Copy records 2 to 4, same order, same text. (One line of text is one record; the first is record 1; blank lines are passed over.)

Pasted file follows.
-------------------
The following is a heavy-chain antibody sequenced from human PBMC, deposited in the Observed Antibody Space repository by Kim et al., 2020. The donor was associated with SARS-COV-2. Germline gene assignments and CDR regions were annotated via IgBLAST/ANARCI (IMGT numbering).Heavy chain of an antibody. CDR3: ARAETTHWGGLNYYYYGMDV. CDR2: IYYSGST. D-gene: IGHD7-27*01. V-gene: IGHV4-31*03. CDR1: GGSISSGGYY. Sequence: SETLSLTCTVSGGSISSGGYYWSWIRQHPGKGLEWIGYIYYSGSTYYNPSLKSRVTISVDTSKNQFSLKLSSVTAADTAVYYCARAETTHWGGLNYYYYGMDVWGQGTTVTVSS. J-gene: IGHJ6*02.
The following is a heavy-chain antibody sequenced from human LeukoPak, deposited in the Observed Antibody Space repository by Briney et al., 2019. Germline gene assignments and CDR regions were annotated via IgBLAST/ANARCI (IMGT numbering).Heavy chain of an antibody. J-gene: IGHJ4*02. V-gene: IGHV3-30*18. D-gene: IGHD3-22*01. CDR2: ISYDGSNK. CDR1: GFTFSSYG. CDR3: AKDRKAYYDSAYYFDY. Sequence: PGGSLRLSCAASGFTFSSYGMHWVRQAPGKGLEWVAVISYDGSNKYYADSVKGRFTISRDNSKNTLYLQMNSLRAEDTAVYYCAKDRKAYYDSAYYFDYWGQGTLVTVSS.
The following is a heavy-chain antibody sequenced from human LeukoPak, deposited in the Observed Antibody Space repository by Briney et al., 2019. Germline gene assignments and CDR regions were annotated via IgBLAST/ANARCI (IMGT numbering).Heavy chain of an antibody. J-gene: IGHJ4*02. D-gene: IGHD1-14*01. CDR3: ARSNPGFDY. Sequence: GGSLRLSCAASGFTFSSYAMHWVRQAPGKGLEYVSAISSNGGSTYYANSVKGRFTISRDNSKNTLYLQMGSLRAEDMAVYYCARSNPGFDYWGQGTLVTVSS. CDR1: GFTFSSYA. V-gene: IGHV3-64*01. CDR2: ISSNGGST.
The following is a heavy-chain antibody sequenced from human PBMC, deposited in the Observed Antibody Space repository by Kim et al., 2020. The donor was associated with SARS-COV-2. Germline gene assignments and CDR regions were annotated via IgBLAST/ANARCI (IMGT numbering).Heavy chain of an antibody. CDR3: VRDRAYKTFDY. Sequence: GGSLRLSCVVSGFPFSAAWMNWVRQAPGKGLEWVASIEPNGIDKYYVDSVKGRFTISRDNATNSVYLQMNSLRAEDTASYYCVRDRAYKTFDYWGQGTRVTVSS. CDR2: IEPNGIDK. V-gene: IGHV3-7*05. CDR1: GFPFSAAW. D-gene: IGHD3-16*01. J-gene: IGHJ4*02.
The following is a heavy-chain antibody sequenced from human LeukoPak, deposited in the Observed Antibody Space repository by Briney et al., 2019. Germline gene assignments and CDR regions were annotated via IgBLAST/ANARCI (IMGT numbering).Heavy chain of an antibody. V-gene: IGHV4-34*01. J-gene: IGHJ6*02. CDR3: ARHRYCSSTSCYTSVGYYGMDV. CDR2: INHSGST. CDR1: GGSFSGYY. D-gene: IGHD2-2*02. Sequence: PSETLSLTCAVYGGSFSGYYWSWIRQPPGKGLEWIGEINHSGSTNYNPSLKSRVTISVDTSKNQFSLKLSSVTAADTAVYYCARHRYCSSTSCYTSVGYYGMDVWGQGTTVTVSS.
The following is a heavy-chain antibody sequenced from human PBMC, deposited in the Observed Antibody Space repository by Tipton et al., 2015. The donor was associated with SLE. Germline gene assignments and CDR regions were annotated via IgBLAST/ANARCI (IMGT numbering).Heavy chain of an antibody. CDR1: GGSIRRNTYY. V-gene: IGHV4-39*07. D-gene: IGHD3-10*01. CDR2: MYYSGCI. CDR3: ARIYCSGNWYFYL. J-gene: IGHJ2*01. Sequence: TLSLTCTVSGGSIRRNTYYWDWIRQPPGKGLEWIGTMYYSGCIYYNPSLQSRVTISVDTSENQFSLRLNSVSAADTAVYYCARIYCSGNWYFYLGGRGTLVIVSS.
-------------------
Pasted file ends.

The following is a heavy-chain antibody sequenced from human LeukoPak, deposited in the Observed Antibody Space repository by Briney et al., 2019. Germline gene assignments and CDR regions were annotated via IgBLAST/ANARCI (IMGT numbering).Heavy chain of an antibody. J-gene: IGHJ4*02. V-gene: IGHV3-30*18. D-gene: IGHD3-22*01. CDR2: ISYDGSNK. CDR1: GFTFSSYG. CDR3: AKDRKAYYDSAYYFDY. Sequence: PGGSLRLSCAASGFTFSSYGMHWVRQAPGKGLEWVAVISYDGSNKYYADSVKGRFTISRDNSKNTLYLQMNSLRAEDTAVYYCAKDRKAYYDSAYYFDYWGQGTLVTVSS.
The following is a heavy-chain antibody sequenced from human LeukoPak, deposited in the Observed Antibody Space repository by Briney et al., 2019. Germline gene assignments and CDR regions were annotated via IgBLAST/ANARCI (IMGT numbering).Heavy chain of an antibody. J-gene: IGHJ4*02. D-gene: IGHD1-14*01. CDR3: ARSNPGFDY. Sequence: GGSLRLSCAASGFTFSSYAMHWVRQAPGKGLEYVSAISSNGGSTYYANSVKGRFTISRDNSKNTLYLQMGSLRAEDMAVYYCARSNPGFDYWGQGTLVTVSS. CDR1: GFTFSSYA. V-gene: IGHV3-64*01. CDR2: ISSNGGST.
The following is a heavy-chain antibody sequenced from human PBMC, deposited in the Observed Antibody Space repository by Kim et al., 2020. The donor was associated with SARS-COV-2. Germline gene assignments and CDR regions were annotated via IgBLAST/ANARCI (IMGT numbering).Heavy chain of an antibody. CDR3: VRDRAYKTFDY. Sequence: GGSLRLSCVVSGFPFSAAWMNWVRQAPGKGLEWVASIEPNGIDKYYVDSVKGRFTISRDNATNSVYLQMNSLRAEDTASYYCVRDRAYKTFDYWGQGTRVTVSS. CDR2: IEPNGIDK. V-gene: IGHV3-7*05. CDR1: GFPFSAAW. D-gene: IGHD3-16*01. J-gene: IGHJ4*02.